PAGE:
1 1/2 cups Cake Flour/Plain Flour
2 1/2 tsp Baking Powder
1 tsp Salt
3/4 cup Butter, room temperature
1 1/2 cups Ricotta Cheese
1 1/2 cups Sugar
3 Eggs
1 teaspoon Vanilla
2 Oranges, zested

A few drops Orange Colour (optional)
Icing sugar, for dusting
Butter and Flour/Spray for preparing the cake tin

Preheat the oven to 180C/350F. Prepare a 10" round tin. (I used a springform ring mould.)

Sift the flour with the baking powder and salt.

Cream the butter with the sugar and ricotta until the mixture is fluffy. Add the eggs, one at a time, beating well after each addition. Add the vanilla and orange zest and beat well. Add the food colour, if using. Incorporate the dry ingredients into the batter, adding a little at a time.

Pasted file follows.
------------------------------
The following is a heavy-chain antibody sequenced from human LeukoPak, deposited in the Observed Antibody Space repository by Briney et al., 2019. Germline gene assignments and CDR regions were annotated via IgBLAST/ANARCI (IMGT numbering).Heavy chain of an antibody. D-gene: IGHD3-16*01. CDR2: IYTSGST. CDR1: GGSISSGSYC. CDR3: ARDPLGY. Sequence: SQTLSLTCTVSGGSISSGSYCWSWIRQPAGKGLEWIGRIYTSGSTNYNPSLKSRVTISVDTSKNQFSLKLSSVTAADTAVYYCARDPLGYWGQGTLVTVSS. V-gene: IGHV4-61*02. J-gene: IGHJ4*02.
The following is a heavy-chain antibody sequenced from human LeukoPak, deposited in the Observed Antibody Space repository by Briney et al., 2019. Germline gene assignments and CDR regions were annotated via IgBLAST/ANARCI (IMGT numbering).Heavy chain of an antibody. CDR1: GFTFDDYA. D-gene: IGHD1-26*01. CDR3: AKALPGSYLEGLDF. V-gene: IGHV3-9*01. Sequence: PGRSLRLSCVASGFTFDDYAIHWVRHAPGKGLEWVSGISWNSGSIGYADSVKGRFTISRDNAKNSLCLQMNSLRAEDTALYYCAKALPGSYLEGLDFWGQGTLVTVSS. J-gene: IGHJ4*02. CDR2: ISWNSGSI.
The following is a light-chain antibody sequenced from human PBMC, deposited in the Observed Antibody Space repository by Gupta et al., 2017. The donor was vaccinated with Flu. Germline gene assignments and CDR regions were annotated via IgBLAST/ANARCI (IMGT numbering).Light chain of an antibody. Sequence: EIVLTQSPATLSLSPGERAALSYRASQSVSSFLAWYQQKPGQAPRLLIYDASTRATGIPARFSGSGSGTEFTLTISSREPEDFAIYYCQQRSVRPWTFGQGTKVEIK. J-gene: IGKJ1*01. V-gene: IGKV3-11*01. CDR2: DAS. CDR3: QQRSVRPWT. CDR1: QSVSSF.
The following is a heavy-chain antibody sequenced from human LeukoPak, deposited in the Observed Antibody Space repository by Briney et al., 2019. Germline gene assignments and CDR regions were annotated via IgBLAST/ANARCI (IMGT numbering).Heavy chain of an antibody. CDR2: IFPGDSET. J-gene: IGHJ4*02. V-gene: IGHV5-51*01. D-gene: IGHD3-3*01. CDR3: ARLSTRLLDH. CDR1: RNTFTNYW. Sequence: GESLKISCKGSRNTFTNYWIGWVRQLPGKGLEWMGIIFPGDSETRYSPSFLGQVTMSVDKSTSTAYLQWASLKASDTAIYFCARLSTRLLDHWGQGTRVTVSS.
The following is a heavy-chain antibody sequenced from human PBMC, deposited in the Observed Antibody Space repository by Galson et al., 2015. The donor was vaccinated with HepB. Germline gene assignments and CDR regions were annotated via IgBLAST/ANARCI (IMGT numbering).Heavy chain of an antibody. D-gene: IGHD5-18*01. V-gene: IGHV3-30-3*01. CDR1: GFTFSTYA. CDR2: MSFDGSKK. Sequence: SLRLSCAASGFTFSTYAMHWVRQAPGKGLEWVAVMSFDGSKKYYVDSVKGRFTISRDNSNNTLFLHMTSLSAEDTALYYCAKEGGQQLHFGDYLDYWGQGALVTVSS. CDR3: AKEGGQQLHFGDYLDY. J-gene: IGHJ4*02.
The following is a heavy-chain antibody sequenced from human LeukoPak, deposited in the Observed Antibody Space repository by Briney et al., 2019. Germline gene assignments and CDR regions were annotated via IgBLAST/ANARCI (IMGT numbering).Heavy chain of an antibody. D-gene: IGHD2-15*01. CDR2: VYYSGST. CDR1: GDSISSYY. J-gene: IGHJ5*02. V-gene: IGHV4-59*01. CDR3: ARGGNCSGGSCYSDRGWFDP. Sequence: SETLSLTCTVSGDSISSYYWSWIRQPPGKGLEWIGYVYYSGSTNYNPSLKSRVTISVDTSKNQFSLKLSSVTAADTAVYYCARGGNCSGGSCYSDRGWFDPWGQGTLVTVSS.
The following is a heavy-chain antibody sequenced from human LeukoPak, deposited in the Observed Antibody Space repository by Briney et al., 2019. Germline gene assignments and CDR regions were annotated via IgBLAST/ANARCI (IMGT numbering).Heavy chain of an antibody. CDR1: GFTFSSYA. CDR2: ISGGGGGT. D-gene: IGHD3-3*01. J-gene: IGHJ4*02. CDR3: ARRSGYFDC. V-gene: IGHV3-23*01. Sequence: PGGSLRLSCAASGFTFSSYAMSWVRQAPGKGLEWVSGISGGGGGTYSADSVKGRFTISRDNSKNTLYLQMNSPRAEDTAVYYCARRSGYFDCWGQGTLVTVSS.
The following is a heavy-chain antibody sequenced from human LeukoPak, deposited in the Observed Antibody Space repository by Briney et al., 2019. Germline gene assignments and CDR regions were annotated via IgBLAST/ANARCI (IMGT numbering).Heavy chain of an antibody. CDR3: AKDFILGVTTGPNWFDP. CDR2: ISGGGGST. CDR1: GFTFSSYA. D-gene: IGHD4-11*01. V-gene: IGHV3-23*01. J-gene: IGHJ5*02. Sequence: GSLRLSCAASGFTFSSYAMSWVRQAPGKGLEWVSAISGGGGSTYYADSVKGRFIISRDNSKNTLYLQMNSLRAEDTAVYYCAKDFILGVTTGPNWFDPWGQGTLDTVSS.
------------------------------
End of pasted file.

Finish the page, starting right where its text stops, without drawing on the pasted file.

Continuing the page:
Pour the mixture into the cake tin and bake for 40-45 minutes or until a knife inserted into the cake comes out clean. Allow the cake to cool a little and sieve the icing sugar over it.

Ricotta in cakes has to be my discovery of the year! Probably my baking discovery of a lifetime. Afterall, when the spouse who has eaten every kind of cake baked in the last 5 years says, "This is the best cake you've ever made." it must mean something! There couldn't have been a better cake to celebrate today. (However, the real birthday cake is the Chocolate Buttermilk Pound Cake.)

And as I have in the years that have gone by, regardless of how busy I may be, I come back to the blog to say:

Happy Birthday, Dearest Sachin!